Alas for every Mike Trout and Bryce Harper there are dozens and dozens and dozens who “max out” their potential in the Durhams (AAA) or with the Mudcats (A) or in other bus stops in Baseball’s “hinterlands”…. who, at some point, give up “the dream” and head back home as “the local phenom who used to be ……”. …. Giving up baseball for – quoting Crash Davis’ coach in Bull Durham

“…. working at Sears selling Lady Kenmores.  Nasty, man, nasty”

At 28, I suspect Jeremy Hazelbaker was nearing that point.   28 is “old” for a minor leaguer.   3-4 years “toiling in the minors” is normal.  Beyond 4 and you’re “hanging on and hoping”.   Jeremy had toiled for seven years and over 750 games.

Baseball is a game of inches.  Line drives right at the 3rd baseman are Outs…. a few inches to either side is a Hit.  Hits are good…. Outs not good.  Jeremy got a hit in his first game at Pittsburgh.   He will have a limited number of “at bats” to show Mike Metheny he can help the ballclub. ….. I hope he “makes it”.

Can you even imagine the “goose bumps” that Jeremy Hazelbaker got, after 750 games in the minors, on Opening Day 2016 to see his face / name on a Big League Jumbotron…. WOW!


Every major league ballclub has a “last man on the roster”.   Every one of’em has a dream…. and a story.   This is Jeremy Hazelbaker’s.  Enjoy!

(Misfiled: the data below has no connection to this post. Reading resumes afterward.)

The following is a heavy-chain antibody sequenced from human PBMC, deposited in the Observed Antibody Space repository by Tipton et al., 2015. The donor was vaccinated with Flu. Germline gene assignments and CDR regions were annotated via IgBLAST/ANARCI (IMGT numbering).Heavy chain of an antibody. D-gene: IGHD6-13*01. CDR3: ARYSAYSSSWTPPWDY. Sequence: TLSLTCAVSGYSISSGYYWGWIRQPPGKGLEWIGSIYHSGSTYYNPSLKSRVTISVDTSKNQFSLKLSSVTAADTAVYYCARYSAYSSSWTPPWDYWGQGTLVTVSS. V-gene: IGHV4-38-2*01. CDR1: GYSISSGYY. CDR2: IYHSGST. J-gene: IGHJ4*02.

PITTSBURGH—On the final day of spring training, as teammates packed all around him, some of them headed for the majors and others minors-bound, Jeremy Hazelbaker received word that Cardinals manager Mike Matheny wanted to see him in his office.

Matheny quickly realized that Hazelbaker, during his seven years as a pro, had been involved in a few of these office meetings. They had not always been good news, and Matheny sensed that Hazelbaker could have some “bad relapses” if he didn’t assure the outfielder.

“I don’t think you’ve been in one quite like this,” Matheny said as Hazelbaker took a seat. “Welcome to the big leagues.”

Almost seven years and exactly 751 games in the minors, Hazelbaker had reached the majors, turning an impressive spring training into a spot on the Cardinals’ Opening Day roster. It wasn’t certain he would make the team until the final day of spring training, when he went 2-for-3 with a home run against the Yankees.

It wasn’t Hazelbaker’s performance that secured the spot on the 25-man roster. Rather it was an injury to shortstop Ruben Tejada that made the decision for the Cardinals. Then an injury to outfielder Tommy Pham on Opening Day and subsequent disabled-list stint should keep Hazelbaker in St. Louis for a while.

For days leading up to the final roster call, the Cardinals had described how “difficult” Hazelbaker had made their decision and how he forced them “into some tough decisions.” He led the team with two homers, was one of the leading basestealers in spring, and he proved that he could play all three outfield spots. The Cardinals weren’t looking for a lefthanded hitter to fill an outfield spot. Hazelbaker, a year removed from his release, forced them to.

“It’s become more than a nice story,” general manager John Mozeliak said. “It’s exciting to watch him go. He obviously had a very impressive few months with us last year. I think . . . the whole staff (has) been extremely impressed.”